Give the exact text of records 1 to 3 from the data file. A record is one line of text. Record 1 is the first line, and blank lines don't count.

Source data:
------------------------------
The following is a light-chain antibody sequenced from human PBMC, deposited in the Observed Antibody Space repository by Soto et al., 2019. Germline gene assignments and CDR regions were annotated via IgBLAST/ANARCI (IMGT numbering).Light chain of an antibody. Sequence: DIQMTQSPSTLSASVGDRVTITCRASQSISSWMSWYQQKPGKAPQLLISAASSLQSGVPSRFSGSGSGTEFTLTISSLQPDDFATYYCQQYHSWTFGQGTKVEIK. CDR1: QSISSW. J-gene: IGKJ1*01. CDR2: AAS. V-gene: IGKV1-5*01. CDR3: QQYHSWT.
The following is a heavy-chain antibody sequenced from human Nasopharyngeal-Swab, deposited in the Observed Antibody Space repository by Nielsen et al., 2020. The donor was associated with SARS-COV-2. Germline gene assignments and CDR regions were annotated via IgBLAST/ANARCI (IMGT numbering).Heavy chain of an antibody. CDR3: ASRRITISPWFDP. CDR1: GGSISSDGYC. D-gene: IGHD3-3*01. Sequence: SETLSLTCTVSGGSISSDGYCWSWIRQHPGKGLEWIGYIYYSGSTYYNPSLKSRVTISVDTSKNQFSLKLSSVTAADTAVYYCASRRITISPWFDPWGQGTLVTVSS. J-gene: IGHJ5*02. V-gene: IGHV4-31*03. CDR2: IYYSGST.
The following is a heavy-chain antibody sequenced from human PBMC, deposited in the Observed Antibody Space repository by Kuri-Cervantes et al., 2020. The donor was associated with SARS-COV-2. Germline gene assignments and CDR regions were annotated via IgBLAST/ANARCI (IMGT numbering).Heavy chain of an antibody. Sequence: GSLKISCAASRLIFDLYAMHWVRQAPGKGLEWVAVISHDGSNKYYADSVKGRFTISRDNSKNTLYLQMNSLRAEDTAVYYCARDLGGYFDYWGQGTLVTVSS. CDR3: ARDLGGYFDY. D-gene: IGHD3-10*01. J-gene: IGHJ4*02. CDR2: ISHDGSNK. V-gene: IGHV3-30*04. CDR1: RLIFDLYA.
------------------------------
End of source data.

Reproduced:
The following is a light-chain antibody sequenced from human PBMC, deposited in the Observed Antibody Space repository by Soto et al., 2019. Germline gene assignments and CDR regions were annotated via IgBLAST/ANARCI (IMGT numbering).Light chain of an antibody. Sequence: DIQMTQSPSTLSASVGDRVTITCRASQSISSWMSWYQQKPGKAPQLLISAASSLQSGVPSRFSGSGSGTEFTLTISSLQPDDFATYYCQQYHSWTFGQGTKVEIK. CDR1: QSISSW. J-gene: IGKJ1*01. CDR2: AAS. V-gene: IGKV1-5*01. CDR3: QQYHSWT.
The following is a heavy-chain antibody sequenced from human Nasopharyngeal-Swab, deposited in the Observed Antibody Space repository by Nielsen et al., 2020. The donor was associated with SARS-COV-2. Germline gene assignments and CDR regions were annotated via IgBLAST/ANARCI (IMGT numbering).Heavy chain of an antibody. CDR3: ASRRITISPWFDP. CDR1: GGSISSDGYC. D-gene: IGHD3-3*01. Sequence: SETLSLTCTVSGGSISSDGYCWSWIRQHPGKGLEWIGYIYYSGSTYYNPSLKSRVTISVDTSKNQFSLKLSSVTAADTAVYYCASRRITISPWFDPWGQGTLVTVSS. J-gene: IGHJ5*02. V-gene: IGHV4-31*03. CDR2: IYYSGST.
The following is a heavy-chain antibody sequenced from human PBMC, deposited in the Observed Antibody Space repository by Kuri-Cervantes et al., 2020. The donor was associated with SARS-COV-2. Germline gene assignments and CDR regions were annotated via IgBLAST/ANARCI (IMGT numbering).Heavy chain of an antibody. Sequence: GSLKISCAASRLIFDLYAMHWVRQAPGKGLEWVAVISHDGSNKYYADSVKGRFTISRDNSKNTLYLQMNSLRAEDTAVYYCARDLGGYFDYWGQGTLVTVSS. CDR3: ARDLGGYFDY. D-gene: IGHD3-10*01. J-gene: IGHJ4*02. CDR2: ISHDGSNK. V-gene: IGHV3-30*04. CDR1: RLIFDLYA.